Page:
Brooklyn commuters may have it worst of all. With substantial amounts of damage done to the borough and parts of Lower Manhattan, getting into the city seems like an almost impossible task. A simple 20- to 30-minute commute may end up taking almost three hours at the height of rush hour. We can only hope that things get better soon, but it will take weeks and maybe months to get the subways running the way they used  to (hopefully even better.)

 

A line to catch a bus into the city, the only way to commute into Manhattan from Brooklyn.

There is a slight positive to all of this madness. With all the difficulty that comes with the commute, the MTA has granted free train rides for the next two days. Here at Campus Clipper we’re all about “free,” so this was really great news for us to hear. Although it did take me about 2 hours to get into work today, I have to admit that not paying definitely made it a little bit better.

All of us here at Campus Clipper hope everyone is okay and doing their best to return to normalcy. We can all use a little “normal” after the week we’ve had.

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Carlos L., Monroe College. Read my blog!!  Follow me on Twitter and Facebook

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Let’s Dance: Subway Performances

Thursday, May 27th, 2010

New York City’s MTA has raised prices and made service cuts since my Freshman year in the city, but one thing it hasn’t cut is the arts. The subway system of Manhattan is a large and sometimes overwhelming beast, but at least it’s never dull.

As part of an initiative to keep the subway stations looking clean, interesting, and exciting, the MTA began the Music Under New York program. We’re not talking about the random homeless guys singing on the subway trains, or the great Mariachi band that frequents the N train. No, the MUNY program sponsors artists formally in the stations themselves, complete with signs and microphones. Artists must audition and attend orientation prior to performing for the NYC public.

One of my favorite performers is Alice Tan Ridley, who I normally see at the Herald Square station. She always attracts a crowd – this is actually her profession, and she is good at what she does. Ridley is well known not just for her soulful singing, but also for being the mother of Gabourey Sidibe, star of the recent movie Precious. She is adamant about not living off her daughter’s paycheck, however – so if you see her rocking out in the subway, feel free to throw a dollar or two her way.

So next time you’re looking for a show and don’t have money for a student priced ticket, just spend some extra time on your next $2.25 subway ride and find a show. There are almost always performances going on at the major stations (42nd Street, Herald Square, etc.) and a more detailed schedule can be found at the MUNY website – and let me know your favorite performer, I’m always looking for new shows!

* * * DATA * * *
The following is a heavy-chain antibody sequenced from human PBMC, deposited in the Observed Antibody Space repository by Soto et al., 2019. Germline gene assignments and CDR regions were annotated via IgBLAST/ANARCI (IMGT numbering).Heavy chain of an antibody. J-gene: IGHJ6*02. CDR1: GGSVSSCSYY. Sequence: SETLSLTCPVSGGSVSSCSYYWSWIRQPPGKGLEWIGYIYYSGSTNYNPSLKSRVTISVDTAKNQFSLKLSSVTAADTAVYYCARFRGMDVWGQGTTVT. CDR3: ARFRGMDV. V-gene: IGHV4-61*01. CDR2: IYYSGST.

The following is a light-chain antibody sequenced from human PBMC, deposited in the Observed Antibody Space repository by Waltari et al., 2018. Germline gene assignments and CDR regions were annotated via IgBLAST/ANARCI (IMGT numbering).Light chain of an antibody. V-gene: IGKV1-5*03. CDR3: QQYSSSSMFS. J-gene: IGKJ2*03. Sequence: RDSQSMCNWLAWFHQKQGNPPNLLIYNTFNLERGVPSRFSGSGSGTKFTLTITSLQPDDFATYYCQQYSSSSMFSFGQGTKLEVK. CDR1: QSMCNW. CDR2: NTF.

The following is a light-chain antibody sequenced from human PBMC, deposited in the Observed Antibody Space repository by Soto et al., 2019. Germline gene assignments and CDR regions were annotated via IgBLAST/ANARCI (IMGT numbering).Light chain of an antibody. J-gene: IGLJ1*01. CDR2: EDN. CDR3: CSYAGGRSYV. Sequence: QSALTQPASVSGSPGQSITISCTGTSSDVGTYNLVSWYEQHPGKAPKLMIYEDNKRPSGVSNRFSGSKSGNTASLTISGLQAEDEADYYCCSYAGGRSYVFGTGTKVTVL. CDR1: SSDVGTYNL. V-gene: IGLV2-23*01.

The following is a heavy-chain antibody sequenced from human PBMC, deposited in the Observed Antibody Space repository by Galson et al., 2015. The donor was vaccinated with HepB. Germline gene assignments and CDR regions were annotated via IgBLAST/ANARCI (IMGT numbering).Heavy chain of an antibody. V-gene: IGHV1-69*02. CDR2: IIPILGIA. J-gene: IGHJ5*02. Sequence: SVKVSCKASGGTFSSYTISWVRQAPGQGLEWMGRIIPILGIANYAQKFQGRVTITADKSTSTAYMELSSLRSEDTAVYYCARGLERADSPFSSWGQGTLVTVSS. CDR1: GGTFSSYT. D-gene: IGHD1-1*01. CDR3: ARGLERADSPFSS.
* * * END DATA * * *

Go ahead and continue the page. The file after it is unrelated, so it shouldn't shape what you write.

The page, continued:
-Meghan Q.

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Commuter Blues: How to Make the Most of Your Daily Ride

Tuesday, May 25th, 2010

займ 10000 рублей for some students, the optimal college dorming experience is not a feasible financial option and the only choice available to them is to make a daily commute to campus. Although it is oftentimes a long, tiresome affair – Believe me I know!  I commuted almost two hours a day from Queens to the Bronx for over three years! – there are some things you can do to make the most of the time that you spend stuck in the car or on the train. That way when you do finally make it to your destination, you will have less work to do and will have more of a chance to relax after a long day of commuting and learning.

If you are taking public transportation to get to school, then your commute is probably the best time to get all of that assigned reading out of the way. So before you bolt out the door in the morning, check to see what needs to be read for your classes and try to devote your commute to completing that task. It’s a relatively easy way to get things done. Honestly, there is not much you can do on a train or a bus, so remembering to grab those books or that e-reader (i.e. Kindle, Nook, iPad) in the morning will also save you from countless hours of commuter boredom. And, on the plus side, when you finally get home, you will have less to do and can maybe even squeeze in a little relaxation time before you have to start the cycle all over again.

Even if you drive a car to school, there are still ways that you can get some of your homework done before you pull into your driveway. Although you can’t actually read a book while driving, you can listen to one. So my advice would be to see if you can find the audio book versions of those novels for English class, and listen your way to some free time.

-Christina Brower